And that, by the way, beloved, is the goal of our pilgrimage. Some people would lead us to believe that you can come to               Jesus Christ and believe in Him at a moment of time and then live any way you want. Some people might even say it's nice if               you decide to pursue moral virtue...but if you don't you'll still get into the Kingdom. That's true if you're truly a Christian and               you opt out for option number two and you do not diligently pursue moral virtue, you will live in doubt and you will live in               depression and you will live in fear and you will live in despair and you will worry about your spiritual condition and you will               wonder if you're really saved because you're not seeing the increase of those moral virtues. And beyond that, while in the               future, you will enter into the Kingdom, you will find that you are not going to receive an abundant supply of reward in that               day. You will receive praise from God but it will not be to the degree that it might have been if you had pursued virtuous               things. It seems so basic that we live our Christian lives in the light of an eternal reward, that we are endeavoring to lay up               treasure in heaven, that we are pursuing the virtuous things of gold, silver and precious stones and not the lesser things of               wood, hay and stubble. For those who have diligently, faithfully pursued holiness, their reward will be abundantly supplied.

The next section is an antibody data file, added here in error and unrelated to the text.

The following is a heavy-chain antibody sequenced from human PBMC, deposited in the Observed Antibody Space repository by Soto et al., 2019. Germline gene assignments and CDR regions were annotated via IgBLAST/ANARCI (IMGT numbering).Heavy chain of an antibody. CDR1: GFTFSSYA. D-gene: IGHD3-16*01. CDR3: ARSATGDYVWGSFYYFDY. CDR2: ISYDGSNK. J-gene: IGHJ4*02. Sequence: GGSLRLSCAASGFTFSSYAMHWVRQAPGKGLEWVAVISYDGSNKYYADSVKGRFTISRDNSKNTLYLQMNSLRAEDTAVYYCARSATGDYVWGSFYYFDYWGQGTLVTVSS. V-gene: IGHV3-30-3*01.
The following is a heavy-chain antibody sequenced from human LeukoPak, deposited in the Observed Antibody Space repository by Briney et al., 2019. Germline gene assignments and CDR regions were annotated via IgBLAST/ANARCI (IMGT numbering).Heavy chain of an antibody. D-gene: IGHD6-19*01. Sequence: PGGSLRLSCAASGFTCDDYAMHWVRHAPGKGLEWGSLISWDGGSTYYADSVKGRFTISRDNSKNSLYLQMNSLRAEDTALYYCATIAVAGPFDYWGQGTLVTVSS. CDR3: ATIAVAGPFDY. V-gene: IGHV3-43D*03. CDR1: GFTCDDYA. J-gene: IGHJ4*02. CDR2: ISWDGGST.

Now I agree that every one of God's children when they go to heaven will receive an abundant supply. But I think Peter               here is trying to say there is a magnanimous sense of reward for those who have pursued virtue diligently. And while I               believe all Christians bear some fruit, it is apparent that there is an option that some Christians choose and that is to make a               minor effort at spiritual virtue while some make a major effort at it. Scripture does say that God gives richly to all the saved.               Scripture does say that He gives them all things richly to enjoy. Scripture does say that all believers are forgiven according to               the riches of His grace which has been lavished on us. Scripture does say that God intends in the future ages to come to               show the surpassing riches of His grace in kindness toward all the saved. Scripture does say that according to His mercy He